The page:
Trump’s response: Defiance

As if to underline that point, Trump remained defiant throughout the day, accusing Democrats of “atrocious lies” and an “assault on America” in a series of tweets. The president, who did not take questions from reporters throughout the day, left the White House before the impeachment votes, escaping Washington for a campaign rally in the presidential battleground state of Michigan.

Trump took the stage in Battle Creek just as the House began voting, setting up an extraordinary split screen image for cable news networks.

“It doesn’t really feel like we’re being impeached,” Trump said as the votes were being tallied during the first article of impeachment. “We did nothing wrong and we have tremendous support in the Republican Party.”

Within the West Wing, aides went about their regular duties in a mood of grim defiance, holding meetings and calls while occasionally glancing at banks of television screens where the debate played. They had anticipated this day for weeks, some said, and have felt under siege since Trump moved into the White House in early 2017.

Others said they wanted the House to get it over with and send the impeachment case to the Republican-led Senate, where Trump is expected to be acquitted.

Senior White House aide Kellyanne Conway attended a Republican Senate luncheon to discuss impeachment and the latest polls before appearing for a pair of media interviews and an impromptu news conference with reporters, during which she criticized the impeachment articles as “spare” and “specious.”

Underscoring the discord among voters, an NBC News/Wall Street Journal poll released hours before the House vote found the nation evenly split, with 48% of Americans saying Trump’s actions demanded impeachment and removal from office and an equal 48% saying they disagree.

At the center of the impeachment is a July 25 phone call between Trump and Ukraine President Volodymyr Zelensky in which Trump asked his counterpart to look into a conspiracy about Democratic misdeeds in the 2016 election and, separately, the son of Democratic presidential candidate Joe Biden.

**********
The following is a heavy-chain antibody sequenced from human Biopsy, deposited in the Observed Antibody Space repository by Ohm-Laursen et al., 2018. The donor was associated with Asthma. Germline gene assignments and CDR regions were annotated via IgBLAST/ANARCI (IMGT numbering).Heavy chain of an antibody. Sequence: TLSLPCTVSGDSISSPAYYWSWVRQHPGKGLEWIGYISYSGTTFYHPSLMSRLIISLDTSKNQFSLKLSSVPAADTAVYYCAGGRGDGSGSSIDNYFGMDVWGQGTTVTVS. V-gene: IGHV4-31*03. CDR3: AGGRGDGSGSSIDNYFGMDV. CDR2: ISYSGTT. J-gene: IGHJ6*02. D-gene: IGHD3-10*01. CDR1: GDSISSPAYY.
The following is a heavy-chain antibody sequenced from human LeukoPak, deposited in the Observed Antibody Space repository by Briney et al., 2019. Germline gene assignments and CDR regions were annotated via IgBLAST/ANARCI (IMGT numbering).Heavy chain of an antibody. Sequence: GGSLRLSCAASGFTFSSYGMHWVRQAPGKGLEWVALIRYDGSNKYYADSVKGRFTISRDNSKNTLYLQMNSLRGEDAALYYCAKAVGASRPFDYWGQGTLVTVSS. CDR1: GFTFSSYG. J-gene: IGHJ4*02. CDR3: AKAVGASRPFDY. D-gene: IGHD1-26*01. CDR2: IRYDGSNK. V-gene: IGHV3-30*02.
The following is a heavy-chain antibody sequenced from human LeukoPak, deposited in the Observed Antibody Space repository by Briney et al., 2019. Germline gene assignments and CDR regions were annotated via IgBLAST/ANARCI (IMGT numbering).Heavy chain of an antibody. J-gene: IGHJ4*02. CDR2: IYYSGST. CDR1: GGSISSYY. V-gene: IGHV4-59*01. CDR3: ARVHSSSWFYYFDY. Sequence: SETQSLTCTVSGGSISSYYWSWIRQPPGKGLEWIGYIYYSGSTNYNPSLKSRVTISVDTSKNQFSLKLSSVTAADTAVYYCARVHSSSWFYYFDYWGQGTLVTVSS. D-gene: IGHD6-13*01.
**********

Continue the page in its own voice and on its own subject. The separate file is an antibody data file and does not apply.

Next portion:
Defying Trump’s orders not to testify, a handful of State Department and White House officials detailed for lawmakers in televised hearings how the administration held up nearly $400 million in military aid for Ukraine as leverage to pressure Zelensky to announce those investigations.

Voters get final say

Trump and his allies said the “perfect call” was an attempt to address corruption in Kyiv, not swing an election.

In that sense, the divisions on display recalled the atmosphere from 1998, when a Republican-led House impeached President Bill Clinton for lying under oath to hide an affair with a White House intern. President Richard Nixon, by contrast, resigned in 1974 to avoid almost certain impeachment after he lost support from Republican defenders.

Throughout the day, Republicans argued the Founding Fathers would have condemned an impeachment playing out along partisan lines. Rep. Doug Collins, R-Ga., vowed Republicans would take that argument to voters in next year’s election.

“It is a matter for the voters, not this House. Not in this way,” Collins said. “The people of America see through this.”

Contributing: Courtney Subramanian, David Jackson, Michael Collins, Ledyard King, Maureen Groppe.